Another key component was something that Marconi and his company couldn’t provide: a means for generation of a continuous high-frequency oscillation to serve as a “carrier wave” for transmission of speech and music. (Marconi’s spark-driven wireless telegraphy operated in bursts of electromagnetic energy, referred to as a “damped wave” or an oscillation that trailed off in intensity over time.)
Fessenden appears to have been first to recognize the unsuitability of damped waves for transmission of speech and music, initially working to perfect a spark transmitter with an extremely fast “make-and-break” interval so as to try and ameliorate this shortcoming. He did build a working model and demonstrated it in late 1900, transmitting a raspy, but intelligible, representation of human speech for a distance of about a mile.
Fessenden quickly realized that spark was a dead-end technology for his application and experimented for a while with Poulsen’s arc-driven oscillator before moving on the concept of using a high-frequency AC generator (alternator) to create a continuous wave without the “sizzle” associated with arc.
After several years, and a lot of pressure exerted on the General Electric Co. to develop a high-frequency alternator, he did publicly demonstrate successful transmission of speech and recorded music on the afternoon of Dec. 21, 1906.
However, there is a limit as to how fast an alternator’s armature can spin without flying apart. This limited operation of such mechanical sources of RF to very long wavelengths that aren’t really practical for general broadcasting purposes (VLF and LF portions of the spectrum).
Audio modulation is also very difficult to achieve with such rotating machine technology. (Fessenden simply inserted a specially designed carbon microphone in series with the transmission line feeding the antenna. The mic’s resistance varied with the audio reaching it, and this in turn varied the transmission line current, achieving amplitude modulation of a sort. He admitted at his Dec. 21 demo that this scheme provided a modulation depth of no more than about 5%.)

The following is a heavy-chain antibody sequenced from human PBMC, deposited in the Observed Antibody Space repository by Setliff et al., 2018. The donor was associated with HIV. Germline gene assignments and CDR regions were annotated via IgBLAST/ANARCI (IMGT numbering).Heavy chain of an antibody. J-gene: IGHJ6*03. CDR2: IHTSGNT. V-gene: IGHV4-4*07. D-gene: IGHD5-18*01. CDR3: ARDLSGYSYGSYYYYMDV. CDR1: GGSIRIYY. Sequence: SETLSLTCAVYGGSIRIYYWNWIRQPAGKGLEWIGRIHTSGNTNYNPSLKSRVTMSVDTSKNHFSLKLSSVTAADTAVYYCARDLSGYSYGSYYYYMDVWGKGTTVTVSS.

Despite this rather large advance in technology, practical broadcasting had hit another dead end of sorts, awaiting a more practical means for generation of a continuous wave.
This came almost by accident in late 1906, about the time that Fessenden was performing his public demo of speech and music, when de Forest hit upon the idea of an electronic amplifying device when trying to develop a detector that didn’t infringe on previous inventions. It was not long before de Forest and others discovered that his crude three-element vacuum tube could also function as an oscillator. This device, after a lot of refinement by licensees GE and AT&T, supplied another key ingredient essential for the birth of broadcasting.
Aside from a practical radio detector — which now existed in several forms (electrolytic, crystal and vacuum tube) — the only other missing ingredient was a reasonably efficient methodology for modulating audio onto a carrier wave. This was supplied by a Western Electric engineer, Raymond A Heising, in the form of his “constant current modulation technique.”
While not perfect in terms of efficiency or modulation depth, it did provide a relatively simple way to impress audio intelligence onto a carrier, and was a quantum leap from the methodology employed by Fessenden and others in broadcasting’s “pre-history.”
While these elements — tuned circuitry, a practical source of continuous waves and an audio modulating scheme with reasonable efficiency — which were all available by the mid- or late-1910s, the world would still have to wait a little longer for the birth of broadcasting.
A major complicating factor had arisen: The Great War (1914–1918). With America’s entry into the fighting in the spring of 1917, much of the work on radio research and development was halted, and an executive order in April from Pres. Woodrow Wilson led to the dismantling of private transmitting and receiving equipment.
Radio went to war for the first time, and research in this area was basically limited to the production of practical apparatus for use in battlefield communication.
Broadcasting would have to wait a little longer.
NEXT: Radio broadcasting takes to the air.